Hired by the gov­ern­ment for $112,000, Jus­tice J. Dou­glas Cunningham con­ducted a re­view and made 37 rec­om­men­da­tions that would ef­fec­tively shut down Tar­ion. “I would have liked to see Jus­tice Cunningham’s re­port fully im­ple­mented,” said Karen Somerville, pres­i­dent of Cana­di­ans for Prop­erly Built Homes. “He pro­vided a com­pre­hen­sive road map to go for­ward. The main rec­om­men­da­tion is to fol­low what most of Canada has done and cre­ate a com­pet­i­tive war­ranty model in On­tario. That is the main one that would have re­ally fa­cil­i­tated a lot of great changes for On­tar­i­ans.” Somerville ap­plauds the gov­ern­ment for re­cently ap­prov­ing a value for money au­dit of Tar­ion, though such a re­view won’t hap­pen be­fore 2019.

“What we of­ten hear from home­own­ers is that Tar­ion seems to pro­tect the builder rather than the home­owner,” said Somerville, who ac­knowl­edged that Tar­ion does help some con­sumers. “It re­ally starts with the gov­er­nance of Tar­ion. The board is very dom­i­nated by builders, not con­sumer­pro­tec­tion ad­vo­cates, and it has been that way for 42 years.” Somerville said Tar­ion’s own re­ported num­bers sug­gest it could do more to help home­own­ers deal­ing with faulty new homes.

The 2016 Tar­ion an­nual re­port, the most re­cent avail­able, shows the com­pany paid out $10.2 mil­lion in claims — but took in $24 mil­lion more than all of its ex­penses. As a non-profit pri­vate cor­po­ra­tion, Tar­ion is not in­cluded on the prov­ince’s Sun­shine List, which pro­vides pub­lic salaries over $100,000. But in 2016, Tar­ion paid al­most $25 mil­lion in salaries and ben­e­fits. The Toronto Star, based on doc­u­ments avail­able in the United States but not in Canada, has re­ported in the past that Tar­ion CEO Howard Bo­gach made about $700,000 in 2013, in­clud­ing bonuses.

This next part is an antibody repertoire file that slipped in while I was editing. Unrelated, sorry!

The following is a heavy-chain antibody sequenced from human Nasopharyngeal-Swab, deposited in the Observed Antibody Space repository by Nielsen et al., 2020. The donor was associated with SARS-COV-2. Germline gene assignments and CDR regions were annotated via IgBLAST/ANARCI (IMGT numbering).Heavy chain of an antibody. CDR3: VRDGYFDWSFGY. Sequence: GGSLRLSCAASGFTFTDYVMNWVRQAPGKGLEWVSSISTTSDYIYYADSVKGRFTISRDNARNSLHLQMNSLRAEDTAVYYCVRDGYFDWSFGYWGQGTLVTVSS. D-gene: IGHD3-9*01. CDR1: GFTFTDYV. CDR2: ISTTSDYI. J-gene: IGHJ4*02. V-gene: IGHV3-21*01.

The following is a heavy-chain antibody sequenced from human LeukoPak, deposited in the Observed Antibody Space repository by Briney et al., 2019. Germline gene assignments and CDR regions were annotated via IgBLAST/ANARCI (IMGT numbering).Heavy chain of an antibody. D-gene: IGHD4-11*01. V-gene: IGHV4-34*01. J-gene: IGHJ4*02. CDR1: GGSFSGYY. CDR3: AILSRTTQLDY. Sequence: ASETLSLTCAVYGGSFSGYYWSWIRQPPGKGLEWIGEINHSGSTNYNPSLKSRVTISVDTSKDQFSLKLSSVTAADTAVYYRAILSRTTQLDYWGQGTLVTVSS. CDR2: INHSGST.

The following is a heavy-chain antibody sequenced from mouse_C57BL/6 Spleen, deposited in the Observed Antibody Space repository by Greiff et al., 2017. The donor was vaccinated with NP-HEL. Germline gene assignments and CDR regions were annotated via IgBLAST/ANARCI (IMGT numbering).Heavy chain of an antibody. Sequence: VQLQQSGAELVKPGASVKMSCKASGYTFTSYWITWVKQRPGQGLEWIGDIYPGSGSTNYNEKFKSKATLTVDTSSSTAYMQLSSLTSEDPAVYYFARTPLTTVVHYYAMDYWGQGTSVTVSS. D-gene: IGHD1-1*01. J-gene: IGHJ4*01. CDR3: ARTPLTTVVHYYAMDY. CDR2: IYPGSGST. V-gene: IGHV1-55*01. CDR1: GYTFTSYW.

As well, at the end of 2016, Tar­ion had more than $542 mil­lion in in­vest­ments.

Mat­teo Guinci, spokesman for the Min­istry of Gov­ern­ment and Con­sumer Ser­vices, said more pro­tec­tions for home­buy­ers are com­ing, thanks to the Strength­en­ing Pro­tec­tion for On­tario Con­sumers Act.

It “will im­prove the dis­pute res­o­lu­tion process for home­own­ers, strengthen the reg­u­la­tion of new-home builders and ven­dors, give gov­ern­ment the au­thor­ity to make rules and set stan­dards, and help im­prove ac­count­abil­ity and trans­parency,” Guinci said in an email. “Some changes took ef­fect im­me­di­ately, in­clud­ing strength­ened over­sight of the Tar­ion War­ranty Cor­po­ra­tion.”

New de­posit pro­tec­tions have al­ready been im­ple­mented. And in the fu­ture, the min­is­ter may set se­lec­tion cri­te­ria for Tar­ion board mem­bers, limit the num­bers from one group and ap­point the chair. “The gov­ern­ment is com­mit­ted to un­der­tak­ing fur­ther study on the fea­si­bil­ity and im­pact of im­ple­ment­ing (Cunningham’s) re­main­ing rec­om­men­da­tions,” Guinci said.

DAN JANISSE

Gay Viecelli dis­plays a stack of doc­u­ments re­lated to her is­sues with Tar­ion for a home she owned a decade ago. Tar­ion is a com­pany that reg­u­lates new builders and pro­vides war­ranties for new homes.

NICK BRANCACCIO

In 2016, Tar­ion paid out $10.2 mil­lion in claims — but took in $24 mil­lion more than all of its ex­penses.